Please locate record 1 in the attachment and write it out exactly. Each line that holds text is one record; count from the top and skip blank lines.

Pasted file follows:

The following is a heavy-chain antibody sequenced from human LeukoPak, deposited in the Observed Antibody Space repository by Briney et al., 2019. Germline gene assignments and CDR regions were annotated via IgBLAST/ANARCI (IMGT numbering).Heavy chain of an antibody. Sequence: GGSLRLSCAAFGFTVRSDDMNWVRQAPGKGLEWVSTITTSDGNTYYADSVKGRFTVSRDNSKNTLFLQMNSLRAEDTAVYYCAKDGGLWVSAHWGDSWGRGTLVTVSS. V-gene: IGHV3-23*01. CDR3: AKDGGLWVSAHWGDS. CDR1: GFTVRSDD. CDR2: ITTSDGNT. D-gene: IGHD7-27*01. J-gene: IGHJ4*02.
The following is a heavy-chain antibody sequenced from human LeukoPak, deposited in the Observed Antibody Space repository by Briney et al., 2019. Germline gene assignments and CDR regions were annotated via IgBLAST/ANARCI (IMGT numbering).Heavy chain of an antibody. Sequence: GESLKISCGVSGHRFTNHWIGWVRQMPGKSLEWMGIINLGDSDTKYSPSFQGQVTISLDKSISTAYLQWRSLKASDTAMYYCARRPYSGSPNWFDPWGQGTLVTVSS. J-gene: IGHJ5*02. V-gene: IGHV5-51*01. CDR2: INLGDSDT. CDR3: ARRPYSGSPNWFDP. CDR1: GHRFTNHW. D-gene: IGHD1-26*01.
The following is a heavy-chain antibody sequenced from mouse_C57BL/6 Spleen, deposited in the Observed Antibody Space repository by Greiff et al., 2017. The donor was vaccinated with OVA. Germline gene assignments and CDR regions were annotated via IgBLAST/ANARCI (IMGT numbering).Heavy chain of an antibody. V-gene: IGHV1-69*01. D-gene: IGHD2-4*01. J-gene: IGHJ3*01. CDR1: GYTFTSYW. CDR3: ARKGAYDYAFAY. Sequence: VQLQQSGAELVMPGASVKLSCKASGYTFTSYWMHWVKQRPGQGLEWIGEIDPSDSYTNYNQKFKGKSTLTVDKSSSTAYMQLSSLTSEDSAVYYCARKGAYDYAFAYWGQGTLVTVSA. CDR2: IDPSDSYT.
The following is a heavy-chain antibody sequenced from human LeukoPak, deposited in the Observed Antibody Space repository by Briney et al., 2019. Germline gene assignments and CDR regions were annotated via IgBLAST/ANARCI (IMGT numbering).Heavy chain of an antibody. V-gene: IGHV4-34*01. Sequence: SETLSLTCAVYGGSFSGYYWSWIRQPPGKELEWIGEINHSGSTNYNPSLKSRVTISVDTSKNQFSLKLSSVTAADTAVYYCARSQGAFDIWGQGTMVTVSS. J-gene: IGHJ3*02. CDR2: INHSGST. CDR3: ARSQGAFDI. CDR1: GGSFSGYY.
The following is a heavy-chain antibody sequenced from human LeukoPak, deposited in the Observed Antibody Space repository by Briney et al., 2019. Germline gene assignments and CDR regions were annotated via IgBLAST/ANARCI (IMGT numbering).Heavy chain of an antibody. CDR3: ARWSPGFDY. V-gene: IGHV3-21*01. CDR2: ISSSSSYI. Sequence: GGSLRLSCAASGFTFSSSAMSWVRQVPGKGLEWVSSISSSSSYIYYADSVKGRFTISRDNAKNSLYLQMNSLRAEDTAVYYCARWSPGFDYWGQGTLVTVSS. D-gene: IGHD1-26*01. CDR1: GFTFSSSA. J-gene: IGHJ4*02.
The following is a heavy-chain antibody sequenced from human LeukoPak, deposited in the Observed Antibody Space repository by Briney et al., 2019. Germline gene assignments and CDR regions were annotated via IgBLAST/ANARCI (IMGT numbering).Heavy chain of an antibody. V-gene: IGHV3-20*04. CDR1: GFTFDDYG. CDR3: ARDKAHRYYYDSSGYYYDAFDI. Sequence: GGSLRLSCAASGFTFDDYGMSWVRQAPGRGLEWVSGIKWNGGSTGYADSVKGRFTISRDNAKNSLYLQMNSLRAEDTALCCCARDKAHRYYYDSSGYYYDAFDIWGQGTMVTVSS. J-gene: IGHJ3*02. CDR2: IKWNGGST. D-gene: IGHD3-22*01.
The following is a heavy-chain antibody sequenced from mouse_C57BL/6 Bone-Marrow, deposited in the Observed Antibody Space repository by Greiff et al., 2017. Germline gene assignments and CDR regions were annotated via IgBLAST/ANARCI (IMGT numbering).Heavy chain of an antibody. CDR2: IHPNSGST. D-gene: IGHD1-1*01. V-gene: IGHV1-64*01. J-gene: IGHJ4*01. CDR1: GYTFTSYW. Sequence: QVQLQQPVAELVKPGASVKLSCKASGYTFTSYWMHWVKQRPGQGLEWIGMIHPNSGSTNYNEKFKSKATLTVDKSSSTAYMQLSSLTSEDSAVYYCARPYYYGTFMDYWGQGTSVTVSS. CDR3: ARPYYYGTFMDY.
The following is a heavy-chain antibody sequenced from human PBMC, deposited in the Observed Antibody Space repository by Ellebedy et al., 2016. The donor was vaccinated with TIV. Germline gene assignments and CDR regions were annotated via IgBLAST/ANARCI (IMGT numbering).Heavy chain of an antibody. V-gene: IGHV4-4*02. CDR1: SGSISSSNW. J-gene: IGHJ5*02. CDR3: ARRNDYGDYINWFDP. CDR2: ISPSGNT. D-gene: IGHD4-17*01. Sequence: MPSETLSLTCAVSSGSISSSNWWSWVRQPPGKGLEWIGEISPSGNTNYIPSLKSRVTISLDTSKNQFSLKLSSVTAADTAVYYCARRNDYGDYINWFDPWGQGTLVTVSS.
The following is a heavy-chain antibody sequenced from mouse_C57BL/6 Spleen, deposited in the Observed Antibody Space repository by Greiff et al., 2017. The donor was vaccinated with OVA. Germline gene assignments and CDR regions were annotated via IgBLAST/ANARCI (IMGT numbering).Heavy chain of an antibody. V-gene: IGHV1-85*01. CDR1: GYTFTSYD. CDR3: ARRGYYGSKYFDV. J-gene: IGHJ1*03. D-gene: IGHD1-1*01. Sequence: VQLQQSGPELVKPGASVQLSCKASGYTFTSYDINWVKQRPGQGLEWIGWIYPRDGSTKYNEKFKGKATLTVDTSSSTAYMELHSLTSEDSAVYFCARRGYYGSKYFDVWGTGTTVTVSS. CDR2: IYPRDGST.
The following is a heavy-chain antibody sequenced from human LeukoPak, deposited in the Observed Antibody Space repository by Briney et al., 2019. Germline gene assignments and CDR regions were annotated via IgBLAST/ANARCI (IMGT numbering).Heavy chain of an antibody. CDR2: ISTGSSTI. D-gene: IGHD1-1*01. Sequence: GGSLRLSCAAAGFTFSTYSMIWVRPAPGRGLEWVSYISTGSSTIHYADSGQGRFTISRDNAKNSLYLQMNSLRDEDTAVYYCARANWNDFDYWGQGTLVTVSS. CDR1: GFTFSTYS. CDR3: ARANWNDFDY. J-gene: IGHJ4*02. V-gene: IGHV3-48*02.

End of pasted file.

The following is a heavy-chain antibody sequenced from human LeukoPak, deposited in the Observed Antibody Space repository by Briney et al., 2019. Germline gene assignments and CDR regions were annotated via IgBLAST/ANARCI (IMGT numbering).Heavy chain of an antibody. Sequence: GGSLRLSCAAFGFTVRSDDMNWVRQAPGKGLEWVSTITTSDGNTYYADSVKGRFTVSRDNSKNTLFLQMNSLRAEDTAVYYCAKDGGLWVSAHWGDSWGRGTLVTVSS. V-gene: IGHV3-23*01. CDR3: AKDGGLWVSAHWGDS. CDR1: GFTVRSDD. CDR2: ITTSDGNT. D-gene: IGHD7-27*01. J-gene: IGHJ4*02.